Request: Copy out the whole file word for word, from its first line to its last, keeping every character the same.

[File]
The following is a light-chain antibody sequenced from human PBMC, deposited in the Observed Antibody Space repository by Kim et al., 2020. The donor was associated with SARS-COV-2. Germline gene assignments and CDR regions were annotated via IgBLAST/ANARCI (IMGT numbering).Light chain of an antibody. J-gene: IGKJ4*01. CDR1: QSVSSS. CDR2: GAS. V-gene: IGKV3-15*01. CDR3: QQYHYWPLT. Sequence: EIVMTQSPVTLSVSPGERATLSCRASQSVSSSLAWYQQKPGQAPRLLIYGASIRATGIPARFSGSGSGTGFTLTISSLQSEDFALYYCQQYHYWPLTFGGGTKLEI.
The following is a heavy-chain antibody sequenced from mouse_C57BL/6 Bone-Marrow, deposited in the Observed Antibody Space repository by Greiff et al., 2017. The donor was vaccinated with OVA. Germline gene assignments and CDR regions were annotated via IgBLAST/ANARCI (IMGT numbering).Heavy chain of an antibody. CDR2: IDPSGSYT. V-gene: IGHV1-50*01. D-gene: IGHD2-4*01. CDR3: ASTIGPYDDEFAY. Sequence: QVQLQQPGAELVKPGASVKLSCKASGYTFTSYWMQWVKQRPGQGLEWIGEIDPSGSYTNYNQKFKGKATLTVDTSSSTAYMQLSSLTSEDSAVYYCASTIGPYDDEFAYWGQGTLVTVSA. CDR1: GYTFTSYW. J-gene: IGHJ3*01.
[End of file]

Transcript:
The following is a light-chain antibody sequenced from human PBMC, deposited in the Observed Antibody Space repository by Kim et al., 2020. The donor was associated with SARS-COV-2. Germline gene assignments and CDR regions were annotated via IgBLAST/ANARCI (IMGT numbering).Light chain of an antibody. J-gene: IGKJ4*01. CDR1: QSVSSS. CDR2: GAS. V-gene: IGKV3-15*01. CDR3: QQYHYWPLT. Sequence: EIVMTQSPVTLSVSPGERATLSCRASQSVSSSLAWYQQKPGQAPRLLIYGASIRATGIPARFSGSGSGTGFTLTISSLQSEDFALYYCQQYHYWPLTFGGGTKLEI.
The following is a heavy-chain antibody sequenced from mouse_C57BL/6 Bone-Marrow, deposited in the Observed Antibody Space repository by Greiff et al., 2017. The donor was vaccinated with OVA. Germline gene assignments and CDR regions were annotated via IgBLAST/ANARCI (IMGT numbering).Heavy chain of an antibody. CDR2: IDPSGSYT. V-gene: IGHV1-50*01. D-gene: IGHD2-4*01. CDR3: ASTIGPYDDEFAY. Sequence: QVQLQQPGAELVKPGASVKLSCKASGYTFTSYWMQWVKQRPGQGLEWIGEIDPSGSYTNYNQKFKGKATLTVDTSSSTAYMQLSSLTSEDSAVYYCASTIGPYDDEFAYWGQGTLVTVSA. CDR1: GYTFTSYW. J-gene: IGHJ3*01.